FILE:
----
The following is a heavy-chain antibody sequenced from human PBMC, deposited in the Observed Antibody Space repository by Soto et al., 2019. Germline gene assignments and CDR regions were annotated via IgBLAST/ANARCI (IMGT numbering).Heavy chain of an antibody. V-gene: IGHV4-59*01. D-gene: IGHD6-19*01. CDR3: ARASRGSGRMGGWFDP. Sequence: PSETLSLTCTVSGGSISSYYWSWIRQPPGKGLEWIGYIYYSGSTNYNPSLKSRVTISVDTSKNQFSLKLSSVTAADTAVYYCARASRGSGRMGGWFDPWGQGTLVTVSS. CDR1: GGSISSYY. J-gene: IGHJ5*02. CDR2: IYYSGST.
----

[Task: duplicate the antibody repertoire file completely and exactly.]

The following is a heavy-chain antibody sequenced from human PBMC, deposited in the Observed Antibody Space repository by Soto et al., 2019. Germline gene assignments and CDR regions were annotated via IgBLAST/ANARCI (IMGT numbering).Heavy chain of an antibody. V-gene: IGHV4-59*01. D-gene: IGHD6-19*01. CDR3: ARASRGSGRMGGWFDP. Sequence: PSETLSLTCTVSGGSISSYYWSWIRQPPGKGLEWIGYIYYSGSTNYNPSLKSRVTISVDTSKNQFSLKLSSVTAADTAVYYCARASRGSGRMGGWFDPWGQGTLVTVSS. CDR1: GGSISSYY. J-gene: IGHJ5*02. CDR2: IYYSGST.